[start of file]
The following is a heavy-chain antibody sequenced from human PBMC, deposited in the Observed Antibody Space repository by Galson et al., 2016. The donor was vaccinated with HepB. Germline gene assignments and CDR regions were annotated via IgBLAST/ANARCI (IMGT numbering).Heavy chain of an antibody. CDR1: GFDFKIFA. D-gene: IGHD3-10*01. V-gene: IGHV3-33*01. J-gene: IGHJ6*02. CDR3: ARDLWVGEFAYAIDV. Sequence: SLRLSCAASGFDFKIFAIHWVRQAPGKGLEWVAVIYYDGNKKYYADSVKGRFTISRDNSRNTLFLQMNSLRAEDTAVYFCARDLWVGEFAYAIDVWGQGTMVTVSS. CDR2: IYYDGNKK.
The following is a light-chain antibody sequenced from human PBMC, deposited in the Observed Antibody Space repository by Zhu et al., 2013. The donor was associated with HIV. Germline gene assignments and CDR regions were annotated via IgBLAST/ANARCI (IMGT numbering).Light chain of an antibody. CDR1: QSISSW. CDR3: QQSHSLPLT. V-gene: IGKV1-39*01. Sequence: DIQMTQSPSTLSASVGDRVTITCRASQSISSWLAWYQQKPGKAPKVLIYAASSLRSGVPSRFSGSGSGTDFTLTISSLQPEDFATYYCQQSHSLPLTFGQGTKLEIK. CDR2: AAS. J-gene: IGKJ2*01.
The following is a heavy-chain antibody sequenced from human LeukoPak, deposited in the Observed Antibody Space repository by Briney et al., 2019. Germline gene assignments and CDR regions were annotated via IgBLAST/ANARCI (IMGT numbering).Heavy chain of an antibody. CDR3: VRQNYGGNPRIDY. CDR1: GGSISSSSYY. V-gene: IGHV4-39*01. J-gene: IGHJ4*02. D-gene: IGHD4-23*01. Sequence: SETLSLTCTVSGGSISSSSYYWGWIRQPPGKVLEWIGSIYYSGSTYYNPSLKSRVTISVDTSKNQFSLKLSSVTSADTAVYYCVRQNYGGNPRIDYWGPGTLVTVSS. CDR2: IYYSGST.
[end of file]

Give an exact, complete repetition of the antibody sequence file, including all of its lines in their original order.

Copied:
The following is a heavy-chain antibody sequenced from human PBMC, deposited in the Observed Antibody Space repository by Galson et al., 2016. The donor was vaccinated with HepB. Germline gene assignments and CDR regions were annotated via IgBLAST/ANARCI (IMGT numbering).Heavy chain of an antibody. CDR1: GFDFKIFA. D-gene: IGHD3-10*01. V-gene: IGHV3-33*01. J-gene: IGHJ6*02. CDR3: ARDLWVGEFAYAIDV. Sequence: SLRLSCAASGFDFKIFAIHWVRQAPGKGLEWVAVIYYDGNKKYYADSVKGRFTISRDNSRNTLFLQMNSLRAEDTAVYFCARDLWVGEFAYAIDVWGQGTMVTVSS. CDR2: IYYDGNKK.
The following is a light-chain antibody sequenced from human PBMC, deposited in the Observed Antibody Space repository by Zhu et al., 2013. The donor was associated with HIV. Germline gene assignments and CDR regions were annotated via IgBLAST/ANARCI (IMGT numbering).Light chain of an antibody. CDR1: QSISSW. CDR3: QQSHSLPLT. V-gene: IGKV1-39*01. Sequence: DIQMTQSPSTLSASVGDRVTITCRASQSISSWLAWYQQKPGKAPKVLIYAASSLRSGVPSRFSGSGSGTDFTLTISSLQPEDFATYYCQQSHSLPLTFGQGTKLEIK. CDR2: AAS. J-gene: IGKJ2*01.
The following is a heavy-chain antibody sequenced from human LeukoPak, deposited in the Observed Antibody Space repository by Briney et al., 2019. Germline gene assignments and CDR regions were annotated via IgBLAST/ANARCI (IMGT numbering).Heavy chain of an antibody. CDR3: VRQNYGGNPRIDY. CDR1: GGSISSSSYY. V-gene: IGHV4-39*01. J-gene: IGHJ4*02. D-gene: IGHD4-23*01. Sequence: SETLSLTCTVSGGSISSSSYYWGWIRQPPGKVLEWIGSIYYSGSTYYNPSLKSRVTISVDTSKNQFSLKLSSVTSADTAVYYCVRQNYGGNPRIDYWGPGTLVTVSS. CDR2: IYYSGST.